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Cycling Accidents and 1890s Moral Panics

You might have thought that to embark on a bicycle ride in the 1890s would be, compared to today, are relatively safe undertaking. In a period before cars and dangerous junctions, surely the risks associated with cycling were relatively small?

However, newspapers from the period paint a rather different picture. A regular feature in papers during this period was vivid descriptions of accidents which had occurred on British roads involving cyclists. In 1896 The Yorkshire Herald ran a piece which described how when cycling down a hill in York and faced with an oncoming cab, a young ‘Miss Ada Seale’ ran onto the curb of the pavement and,

‘With the force of the machine striking violently against the curbstone, Miss Seale was thrown violently into Mr Epworth’s shop window, a large pane of heavy glass being smashed. It was seen by the large amount of blood which fell onto the pavement, that the young lady was much cut and injured.’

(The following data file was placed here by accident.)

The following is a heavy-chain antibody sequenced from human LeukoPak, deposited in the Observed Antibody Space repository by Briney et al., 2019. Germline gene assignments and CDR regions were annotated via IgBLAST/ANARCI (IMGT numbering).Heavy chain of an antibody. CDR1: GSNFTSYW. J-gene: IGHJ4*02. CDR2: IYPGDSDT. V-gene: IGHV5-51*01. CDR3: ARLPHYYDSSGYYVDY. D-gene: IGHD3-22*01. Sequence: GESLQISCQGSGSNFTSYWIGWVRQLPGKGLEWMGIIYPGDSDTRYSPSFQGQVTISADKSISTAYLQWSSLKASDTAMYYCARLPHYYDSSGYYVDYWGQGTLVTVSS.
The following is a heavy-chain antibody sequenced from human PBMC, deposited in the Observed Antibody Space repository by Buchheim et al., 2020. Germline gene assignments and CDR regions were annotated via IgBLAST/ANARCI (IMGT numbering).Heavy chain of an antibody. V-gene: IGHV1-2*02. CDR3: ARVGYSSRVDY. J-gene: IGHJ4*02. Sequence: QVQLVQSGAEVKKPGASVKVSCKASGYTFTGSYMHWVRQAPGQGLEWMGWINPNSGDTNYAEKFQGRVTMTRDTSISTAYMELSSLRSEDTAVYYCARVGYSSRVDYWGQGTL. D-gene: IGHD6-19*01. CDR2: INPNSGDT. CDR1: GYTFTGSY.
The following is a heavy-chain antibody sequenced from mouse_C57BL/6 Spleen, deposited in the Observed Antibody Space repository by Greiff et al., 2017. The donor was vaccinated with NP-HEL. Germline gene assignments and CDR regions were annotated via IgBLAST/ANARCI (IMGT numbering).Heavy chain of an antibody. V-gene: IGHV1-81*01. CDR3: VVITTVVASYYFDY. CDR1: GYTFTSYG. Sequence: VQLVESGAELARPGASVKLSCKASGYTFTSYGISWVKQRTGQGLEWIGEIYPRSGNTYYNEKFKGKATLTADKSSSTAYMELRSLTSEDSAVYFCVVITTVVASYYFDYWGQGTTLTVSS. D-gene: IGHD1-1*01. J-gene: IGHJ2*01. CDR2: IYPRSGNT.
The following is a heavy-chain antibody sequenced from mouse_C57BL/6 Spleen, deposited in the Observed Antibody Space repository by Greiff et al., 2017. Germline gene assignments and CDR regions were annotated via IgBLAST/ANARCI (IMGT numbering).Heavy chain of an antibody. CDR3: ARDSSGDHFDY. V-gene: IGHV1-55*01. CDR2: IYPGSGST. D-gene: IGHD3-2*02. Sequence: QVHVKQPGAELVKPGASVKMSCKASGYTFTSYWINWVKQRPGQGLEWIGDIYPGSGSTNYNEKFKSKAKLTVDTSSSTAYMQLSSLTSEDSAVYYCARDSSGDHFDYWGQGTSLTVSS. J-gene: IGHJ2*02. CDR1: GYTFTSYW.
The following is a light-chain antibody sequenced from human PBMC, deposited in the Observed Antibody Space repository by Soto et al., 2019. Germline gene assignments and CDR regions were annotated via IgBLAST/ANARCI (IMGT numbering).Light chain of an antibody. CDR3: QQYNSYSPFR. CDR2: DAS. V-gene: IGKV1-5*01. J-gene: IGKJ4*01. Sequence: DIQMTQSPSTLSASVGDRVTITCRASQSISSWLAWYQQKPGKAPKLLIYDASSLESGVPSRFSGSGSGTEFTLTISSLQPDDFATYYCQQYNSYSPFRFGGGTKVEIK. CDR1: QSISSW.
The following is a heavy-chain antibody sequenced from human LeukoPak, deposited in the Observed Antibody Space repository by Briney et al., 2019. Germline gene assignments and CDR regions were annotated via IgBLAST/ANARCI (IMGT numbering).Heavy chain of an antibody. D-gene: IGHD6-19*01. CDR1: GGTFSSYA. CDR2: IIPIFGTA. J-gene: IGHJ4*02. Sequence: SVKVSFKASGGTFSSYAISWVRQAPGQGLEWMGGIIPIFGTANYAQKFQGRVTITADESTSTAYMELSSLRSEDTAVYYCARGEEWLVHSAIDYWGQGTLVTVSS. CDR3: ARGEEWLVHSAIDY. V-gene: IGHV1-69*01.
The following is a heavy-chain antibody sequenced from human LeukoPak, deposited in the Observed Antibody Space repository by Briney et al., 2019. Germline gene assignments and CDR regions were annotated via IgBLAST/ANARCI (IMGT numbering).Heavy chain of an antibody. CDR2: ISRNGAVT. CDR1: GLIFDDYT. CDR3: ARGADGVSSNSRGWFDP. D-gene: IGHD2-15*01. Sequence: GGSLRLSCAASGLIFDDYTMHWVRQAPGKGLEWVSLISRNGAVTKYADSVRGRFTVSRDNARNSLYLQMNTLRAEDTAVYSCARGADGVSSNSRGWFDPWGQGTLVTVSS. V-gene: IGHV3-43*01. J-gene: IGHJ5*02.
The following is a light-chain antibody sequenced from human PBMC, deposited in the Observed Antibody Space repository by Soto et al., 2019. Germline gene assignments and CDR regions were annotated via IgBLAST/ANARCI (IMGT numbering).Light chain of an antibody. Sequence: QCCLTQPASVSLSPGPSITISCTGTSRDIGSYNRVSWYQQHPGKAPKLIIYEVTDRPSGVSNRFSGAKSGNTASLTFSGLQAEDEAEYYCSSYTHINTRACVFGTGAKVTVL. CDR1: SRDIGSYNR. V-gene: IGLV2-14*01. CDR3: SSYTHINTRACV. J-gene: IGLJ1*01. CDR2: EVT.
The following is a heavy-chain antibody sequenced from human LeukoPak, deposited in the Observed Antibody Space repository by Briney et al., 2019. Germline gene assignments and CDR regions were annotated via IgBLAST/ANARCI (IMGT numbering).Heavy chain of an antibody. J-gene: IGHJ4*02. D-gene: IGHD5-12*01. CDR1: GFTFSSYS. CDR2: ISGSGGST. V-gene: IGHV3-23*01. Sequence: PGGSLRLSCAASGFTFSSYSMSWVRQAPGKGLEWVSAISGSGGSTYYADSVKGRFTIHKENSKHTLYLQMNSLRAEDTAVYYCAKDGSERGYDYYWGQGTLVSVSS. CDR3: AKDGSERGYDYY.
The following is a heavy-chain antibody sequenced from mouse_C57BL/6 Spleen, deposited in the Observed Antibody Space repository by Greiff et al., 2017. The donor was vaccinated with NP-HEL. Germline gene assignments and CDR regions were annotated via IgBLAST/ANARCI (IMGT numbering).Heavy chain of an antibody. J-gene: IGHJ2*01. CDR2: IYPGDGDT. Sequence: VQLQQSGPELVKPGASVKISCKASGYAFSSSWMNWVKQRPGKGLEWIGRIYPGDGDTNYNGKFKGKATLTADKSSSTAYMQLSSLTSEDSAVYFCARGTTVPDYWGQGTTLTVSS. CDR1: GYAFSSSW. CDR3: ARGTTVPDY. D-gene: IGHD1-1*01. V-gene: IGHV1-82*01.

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Report on a ‘new woman’s’ cycling accident, 1896. Source: https://storify.com/DigiVictorian/tit-bits-from-the-illustrated-police-news

It is possible to find many similar articles, which would describe in fairly graphic detail accidents which had befallen cyclists, with particular attention given to incidents which involved well-known figures such as M.P.s and reverends (and indeed women). However, it is not just the grisly detail which makes these articles interesting. One particularly noticeably feature about them is that they only really started appearing in newspapers in the early 1890s.